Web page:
Thursday, November 29, 2007

More On Gerson

In my last post, I talked about the way Michael Gerson is getting hammered by conservatives, but, predictably, he has a few defenders. Ross Douthat links to this Josh Patashnik defense of Gerson, over at The Plank. Patashnik thinks that conservatives are being unfair to Gerson by characterizing him as a statist big-government leftist. In fact, according to Patashnik, Gerson's actual policy proposals are pretty small-bore, despite his highfalutin' rhetoric:

Gerson doesn't want a massive new federal effort to combat social injustice; he wants a modest effort, but one imbued with an awesome new sense of moral purpose. It's Tommy Thompson's ideology wrapped in RFK's rhetoric. One can question whether this is really a unique political philosophy meriting a big book deal, but Great Society liberalism it ain't. To me--and I mean this in a good way--it seems more or less like run-of-the-mill centrism; he probably could have just joined the Republican Main Street Partnership or the DLC and been done with it, though that wouldn't have earned him very much money.


So what exactly is the difference between a small-bore government program with a modest budget that gets implemented because people kinda sorta think it might do some good and exactly the same program "imbued with an awesome new sense of moral purpose"? Does the grandiose rhetoric have any independent value?

I think that the reason for the conservative reaction to Gerson has a lot of roots. To start with, small government types are often tarred from the left with the "you don't care about the poor" brush. Most of the time, it's a stupid, irrelevant distraction from the real policy question about whether big government programs actually achieve their stated goal, but it is a quite common rhetorical strategy. To have that idiotic leftist mantra repeated verbatim by one who is supposed to be one of our own is infuriating.

Further, when Gersonian rhetoric is accepted by folks who are supposed to be conservative, it leaves fiscal conservatives and libertarians rhetorically disarmed when somebody comes along and employs the grandiose rhetoric in support of grandiose programs. Gerson and his ilk may not support massive big-government programs (although I am unconvinced that they don't), but they redefine the terms of the debate in a manner favorable to statist big-government liberalism.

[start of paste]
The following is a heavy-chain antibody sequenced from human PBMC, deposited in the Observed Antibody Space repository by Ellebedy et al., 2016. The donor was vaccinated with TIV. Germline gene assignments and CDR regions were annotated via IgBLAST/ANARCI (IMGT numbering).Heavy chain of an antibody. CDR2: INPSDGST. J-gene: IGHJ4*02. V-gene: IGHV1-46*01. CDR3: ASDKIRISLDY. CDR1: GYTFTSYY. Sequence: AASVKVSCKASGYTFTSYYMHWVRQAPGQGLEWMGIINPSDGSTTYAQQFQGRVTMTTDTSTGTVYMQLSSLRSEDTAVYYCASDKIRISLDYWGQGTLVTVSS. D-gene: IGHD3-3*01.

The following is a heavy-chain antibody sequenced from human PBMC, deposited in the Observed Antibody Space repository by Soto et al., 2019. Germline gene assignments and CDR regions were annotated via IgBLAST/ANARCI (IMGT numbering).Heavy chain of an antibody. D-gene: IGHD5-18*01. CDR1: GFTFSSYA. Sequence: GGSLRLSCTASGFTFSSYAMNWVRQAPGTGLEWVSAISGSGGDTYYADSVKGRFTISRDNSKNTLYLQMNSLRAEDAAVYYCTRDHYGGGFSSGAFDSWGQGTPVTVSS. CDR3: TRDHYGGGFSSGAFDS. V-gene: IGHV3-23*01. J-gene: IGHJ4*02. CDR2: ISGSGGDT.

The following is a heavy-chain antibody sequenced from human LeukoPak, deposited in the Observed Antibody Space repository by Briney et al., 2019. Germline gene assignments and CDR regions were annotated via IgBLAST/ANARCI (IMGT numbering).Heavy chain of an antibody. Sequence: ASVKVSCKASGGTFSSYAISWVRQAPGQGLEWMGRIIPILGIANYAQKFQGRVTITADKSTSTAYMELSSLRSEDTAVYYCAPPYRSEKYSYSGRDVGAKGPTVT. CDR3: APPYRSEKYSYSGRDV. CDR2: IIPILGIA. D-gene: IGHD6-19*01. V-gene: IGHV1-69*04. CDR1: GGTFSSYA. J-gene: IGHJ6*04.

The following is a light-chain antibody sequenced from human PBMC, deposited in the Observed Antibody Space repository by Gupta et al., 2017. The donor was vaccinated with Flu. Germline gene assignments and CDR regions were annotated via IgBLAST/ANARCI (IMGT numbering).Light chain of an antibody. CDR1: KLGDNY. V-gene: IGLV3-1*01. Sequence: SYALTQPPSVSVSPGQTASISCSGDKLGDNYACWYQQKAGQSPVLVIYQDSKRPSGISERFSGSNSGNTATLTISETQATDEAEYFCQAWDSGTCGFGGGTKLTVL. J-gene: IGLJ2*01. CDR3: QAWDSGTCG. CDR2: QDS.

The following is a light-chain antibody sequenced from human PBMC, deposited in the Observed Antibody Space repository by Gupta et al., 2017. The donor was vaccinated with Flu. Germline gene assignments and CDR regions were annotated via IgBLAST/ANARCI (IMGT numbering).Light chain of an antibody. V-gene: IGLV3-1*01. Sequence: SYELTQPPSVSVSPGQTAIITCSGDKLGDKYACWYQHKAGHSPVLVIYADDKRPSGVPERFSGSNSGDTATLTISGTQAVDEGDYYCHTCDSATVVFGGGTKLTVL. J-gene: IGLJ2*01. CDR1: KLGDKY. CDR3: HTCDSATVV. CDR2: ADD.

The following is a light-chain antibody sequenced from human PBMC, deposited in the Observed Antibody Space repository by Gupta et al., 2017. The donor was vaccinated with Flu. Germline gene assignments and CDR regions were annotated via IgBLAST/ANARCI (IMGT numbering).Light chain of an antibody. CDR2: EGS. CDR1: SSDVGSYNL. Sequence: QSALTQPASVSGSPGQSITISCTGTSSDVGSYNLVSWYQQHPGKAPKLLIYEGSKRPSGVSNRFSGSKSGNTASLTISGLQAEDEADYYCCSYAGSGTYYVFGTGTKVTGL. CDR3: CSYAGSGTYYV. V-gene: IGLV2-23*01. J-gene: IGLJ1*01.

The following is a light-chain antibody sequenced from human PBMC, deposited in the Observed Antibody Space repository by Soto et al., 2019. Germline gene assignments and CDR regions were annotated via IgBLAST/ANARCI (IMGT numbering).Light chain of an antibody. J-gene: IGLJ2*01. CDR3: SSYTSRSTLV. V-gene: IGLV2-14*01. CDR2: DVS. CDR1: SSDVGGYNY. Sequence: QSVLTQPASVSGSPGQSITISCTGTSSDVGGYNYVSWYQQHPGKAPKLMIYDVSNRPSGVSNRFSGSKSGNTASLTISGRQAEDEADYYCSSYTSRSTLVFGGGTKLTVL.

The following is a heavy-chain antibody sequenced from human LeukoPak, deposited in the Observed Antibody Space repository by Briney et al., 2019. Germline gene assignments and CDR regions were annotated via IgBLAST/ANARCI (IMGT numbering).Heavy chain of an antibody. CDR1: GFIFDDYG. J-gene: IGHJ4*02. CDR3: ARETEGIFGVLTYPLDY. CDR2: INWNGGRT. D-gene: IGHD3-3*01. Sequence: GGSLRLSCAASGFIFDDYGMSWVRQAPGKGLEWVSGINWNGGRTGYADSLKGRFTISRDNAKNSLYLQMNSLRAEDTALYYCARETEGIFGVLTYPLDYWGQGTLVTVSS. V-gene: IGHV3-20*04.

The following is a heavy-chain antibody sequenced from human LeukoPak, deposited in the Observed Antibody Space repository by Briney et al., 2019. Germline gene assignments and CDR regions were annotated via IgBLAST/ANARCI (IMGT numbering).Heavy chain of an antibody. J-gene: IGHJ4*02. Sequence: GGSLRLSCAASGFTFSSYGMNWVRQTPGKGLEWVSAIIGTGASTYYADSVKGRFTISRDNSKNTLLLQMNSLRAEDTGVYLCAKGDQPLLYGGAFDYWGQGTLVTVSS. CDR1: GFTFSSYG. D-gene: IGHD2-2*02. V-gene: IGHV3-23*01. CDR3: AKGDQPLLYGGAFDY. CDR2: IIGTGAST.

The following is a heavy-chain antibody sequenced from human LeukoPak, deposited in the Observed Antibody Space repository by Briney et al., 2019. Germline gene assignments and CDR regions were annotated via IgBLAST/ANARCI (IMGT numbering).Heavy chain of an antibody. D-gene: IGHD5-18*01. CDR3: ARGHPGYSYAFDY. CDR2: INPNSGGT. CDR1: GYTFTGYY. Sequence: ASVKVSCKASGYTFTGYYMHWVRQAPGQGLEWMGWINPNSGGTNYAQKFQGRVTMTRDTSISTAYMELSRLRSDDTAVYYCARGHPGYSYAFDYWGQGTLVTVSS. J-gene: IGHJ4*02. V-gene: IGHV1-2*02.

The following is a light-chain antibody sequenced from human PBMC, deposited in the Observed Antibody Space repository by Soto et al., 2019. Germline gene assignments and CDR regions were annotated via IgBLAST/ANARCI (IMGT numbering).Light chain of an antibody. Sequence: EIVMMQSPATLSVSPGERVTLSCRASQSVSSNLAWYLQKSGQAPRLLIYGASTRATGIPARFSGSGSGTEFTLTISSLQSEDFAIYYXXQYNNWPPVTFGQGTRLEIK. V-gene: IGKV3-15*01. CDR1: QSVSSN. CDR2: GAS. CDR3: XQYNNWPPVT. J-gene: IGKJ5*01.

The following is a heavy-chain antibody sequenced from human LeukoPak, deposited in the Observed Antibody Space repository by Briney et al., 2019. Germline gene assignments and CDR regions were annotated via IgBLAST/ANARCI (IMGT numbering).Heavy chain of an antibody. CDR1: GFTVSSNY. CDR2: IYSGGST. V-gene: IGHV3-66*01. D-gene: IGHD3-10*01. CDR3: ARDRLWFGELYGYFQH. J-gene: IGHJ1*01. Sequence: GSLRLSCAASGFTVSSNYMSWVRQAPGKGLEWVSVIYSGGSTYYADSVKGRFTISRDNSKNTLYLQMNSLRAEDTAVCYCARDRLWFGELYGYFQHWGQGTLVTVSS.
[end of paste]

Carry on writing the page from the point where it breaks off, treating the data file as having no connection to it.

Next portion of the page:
There's also something else going on as well, I think. Quite a few conservatives and libertarian-leaners who have tended to vote Republican have already broken with George W. Bush. And yet, quite a few conservatives still have some residual loyalty to President George W. Bush and the Republican Party. Let's face it: Gerson's philosophy isn't that far from that of is former boss. Attacking Gersonism is a way of attacking Bushism without going after Bush.

I've already recommended Matt Kibbe's review of Gerson's book, and again, it is well worth reading in full. Kibbe thinks that Gerson is being stupid when tries to read small government types out of the movement:

It’s true that there has always been some tension on the Right between traditionalists and small-government proponents, but the coalition has also been conservatism’s greatest strength. By arguing that one must pick one or the other, Gerson is indicating a willingness to hack off a huge chunk of the conservative coalition — all the while claiming that this is the way to save it.


True. But isn't that equally true of Bush? Sure, Bush managed to win two terms in the Oval Office for himself, but he's managed to burn down the house Reagan built.

Consider the following passage, from a post by left-leaning blogger Publius at Obsidian Wings:

But 2008 is a new world. The modern conservative movement is both intellectually and practically exhausted. It’s still a powerful force, but the fires ain’t burnin’ like they were 20 years ago. There’s a window here to shift the course of the river – to enact not only a stable progressive majority, but to chart a lasting progressive course on the big issues of our day (health care, climate change, foreign policy).


Can you even imagine a paragraph like that being written tweny years ago? And why is the conservative movement in such shambles? Well, the reason is pretty obvious: the rise of "compassionate conervatism" and the presidency of George W. Bush, along with the Gersonian rhetoric Bush has embraced.

Which makes it all the more ironic that Gerson couches so many of his arguments in terms of what Republicans need to do to wine. Because Gersonism -- or Bushism -- is a sure fire way to get that "stable progressive majority" that Publius yearns for.

UPDATE: Minor editing glitch fixed.

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